The answer is that going to the kennel is not a single behavior, though we often think of it that way, but a very short behavior chain. Navigate the living room, go down the hall, take the corner, see the crate, enter the crate and wait for delivery and the door closing. And it’s a behavior chain which never varies. We may start from slightly different places in the living room, but we never enter the crate and then go down the hall. There’s an order to this.

When she was denied the final part of her chain, she could not complete the chain to earn reinforcement, and that final behavior and all the previous behaviors were not reinforced. Even though I gave her a treat, I gave it for circling and looking for her crate, not for waiting in the crate, and more importantly it was not enough to counter the disruption of the chain and its anticipated reinforcement. The disappointment and frustration of not being able to complete her chain was stronger than the tiny (and unrelated) cookie.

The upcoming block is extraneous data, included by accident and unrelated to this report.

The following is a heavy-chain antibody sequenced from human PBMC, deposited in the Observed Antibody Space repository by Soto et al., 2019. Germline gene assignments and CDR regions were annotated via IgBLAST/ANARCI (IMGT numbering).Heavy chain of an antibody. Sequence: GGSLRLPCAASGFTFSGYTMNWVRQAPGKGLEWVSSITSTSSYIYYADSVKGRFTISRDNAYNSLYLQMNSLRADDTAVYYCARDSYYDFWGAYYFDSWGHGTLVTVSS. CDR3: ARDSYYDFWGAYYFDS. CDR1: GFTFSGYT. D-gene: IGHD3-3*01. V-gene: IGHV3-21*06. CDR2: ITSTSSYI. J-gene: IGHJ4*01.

Now yes, I’ll be the first to admit this was hyperbolic. Undómiel is rarely shy about her emotions. “You broke the rules!” With most dogs, the difference in behavior would have been much less… dramatic. But it was because this chain was so well-worn, so solid, so utterly predictable that the disruption was an issue. If this had been a chain which often varied in order, or ended at various points, it would have been much less of an ordeal when it was disrupted. Dogs don’t care which obstacle an agility course ends on, for example, because there’s no one obstacle which consistently predicts the end and treats or toys. The chain can end anywhere and still lead to reinforcement.

“But wait, Laura! Isn’t it bad that her chain fell apart so fast?”